Skip to content

Living an Examined Life: 8×3 Days + The Four Ashramas

Posted on 

March 7, 2024


In my early 20s I lived with a Costa Rican farmer. A seemingly healthy man with a happy disposition, I assumed he was approaching 50 years old but found out that he was 67.

When I asked how he was aging so gracefully despite the arduous work and long days in the sun, he responded with (translated):

“8hrs sleep. 8hrs work. 8hrs everything else.”

He continued in letting me know that his work was the highlight of his day.

Although I had this discussion at a time when I was unclear on my path and untethered from any major commitments, it stuck with me.

Breaking down the 8 x 3 day:

In a 24hr cycle, our days start and end with sleep. Sleep is arguably the most important self-care protocol for improving our overall health and we’ve written before about proven ways to improve sleep.

The 8hrs of “everything else” is a true catch-all that constitutes the fun (and not so fun) parts of life.

Laundry. Commuting. Grocery shopping. Meal prep. Household chores. Exercise. Personal care/hygiene. Relationships. Hobbies/Leisure activities. Education/Personal development. Doctor appointments. Shuttling kids.

The list goes on…

This leaves the final 8hr block – our 8hrs of “work.”

Work Matters

Over a lifetime, the average person will spend 90,000 hours working.

[Check our math: 40hrs/wk x 50wks/yr x 40yrs = 90,000hrs.]

Much of us begin our early working years from a place of scarcity – we have zero (or negative!) net worths and are beginning to build the financial foundation that later scaffolding can stand on.

Interestingly, as financial planners that partner with people of all ages and in a wide range of professions – technologists, engineers, salespeople, attorneys, artists, entrepreneurs and beyond – we’re always amazed by just how many routes there are to achieving financial independence.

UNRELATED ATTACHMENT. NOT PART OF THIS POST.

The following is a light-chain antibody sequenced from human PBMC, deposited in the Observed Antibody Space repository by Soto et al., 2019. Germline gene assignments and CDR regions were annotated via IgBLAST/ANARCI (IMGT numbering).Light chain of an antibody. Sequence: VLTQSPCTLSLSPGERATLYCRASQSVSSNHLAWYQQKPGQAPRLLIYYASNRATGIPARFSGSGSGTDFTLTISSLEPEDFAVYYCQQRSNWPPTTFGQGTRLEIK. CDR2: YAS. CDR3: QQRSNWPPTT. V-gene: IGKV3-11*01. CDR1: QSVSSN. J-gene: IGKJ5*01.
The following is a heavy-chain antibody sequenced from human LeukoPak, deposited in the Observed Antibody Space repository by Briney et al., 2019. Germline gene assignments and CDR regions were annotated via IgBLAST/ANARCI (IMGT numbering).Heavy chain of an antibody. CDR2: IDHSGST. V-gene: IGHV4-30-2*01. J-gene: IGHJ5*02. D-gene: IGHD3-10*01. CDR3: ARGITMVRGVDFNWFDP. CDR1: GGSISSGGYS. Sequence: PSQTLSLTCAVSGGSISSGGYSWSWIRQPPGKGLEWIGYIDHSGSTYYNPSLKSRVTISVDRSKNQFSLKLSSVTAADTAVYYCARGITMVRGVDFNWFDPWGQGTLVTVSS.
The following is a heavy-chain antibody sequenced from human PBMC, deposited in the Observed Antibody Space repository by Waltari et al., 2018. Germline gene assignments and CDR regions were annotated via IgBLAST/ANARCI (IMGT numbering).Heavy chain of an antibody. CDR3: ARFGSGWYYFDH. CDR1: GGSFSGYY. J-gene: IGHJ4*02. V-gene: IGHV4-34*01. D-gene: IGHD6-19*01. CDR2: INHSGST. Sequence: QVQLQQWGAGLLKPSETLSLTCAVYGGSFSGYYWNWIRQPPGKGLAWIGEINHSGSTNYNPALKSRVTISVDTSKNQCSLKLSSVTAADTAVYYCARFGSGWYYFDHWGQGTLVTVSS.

Like Swizz Beatz said in a classic Jay-Z hit – there are “a million ways to get it, choose one.”

The Examined Life

Regardless of the track we pursue, it’s important for us to always be questioning our beliefs, values, and actions along the way. The goal for all of us, according to Socrates, is to live an examined life – one that is ethical, meaningful, and fulfilling.

Living an examined life begins with self-reflection, critical thinking, and a keen interest in understanding and improving one’s own life.

To neglect ever spending time marinating big existential questions (i.e. what is the meaning of life?) is to risk knocking on death’s door realizing you never truly lived, but merely existed, drifting through life without grappling with its deeper purpose or understanding your own potential and contributions.

Life’s Glide Path, According to Hinduism:

In Hinduism, there is a concept of the four ashramas. These four ashramas outline a framework for our spiritual and societal development through life.

1st Ashrama: Brahmacharya

Our young adult years are considered the first of the four ashramas known as Brahmacharya – or the “student” phase.

This stage is our first phase and lasts into young adulthood. It’s a phase of learning – experiencing life and building our arsenal of skills.

2nd Ashrama: Grihastha

Then comes Grihastha. This stage typically begins in our 20s, can last through our 40s, and is characterized by life events such as raising a family and contributing to society (typically through, you guessed it: work).

Grihastha is also the period with the most power, sex, and prestige (and typically the stage when people begin seeking financial advice 😉).

Many of us, due to the personal identity we form during this stage of life, attempt to make Grihastha last forever.

However, according to the principle of psychoprofessional gravitation, the more emotionally tied we are to our identity/status, the harder we will work and the further we will inevitably fall.

What to do?

We must evolve.

3rd Ashrama: Vanaprastha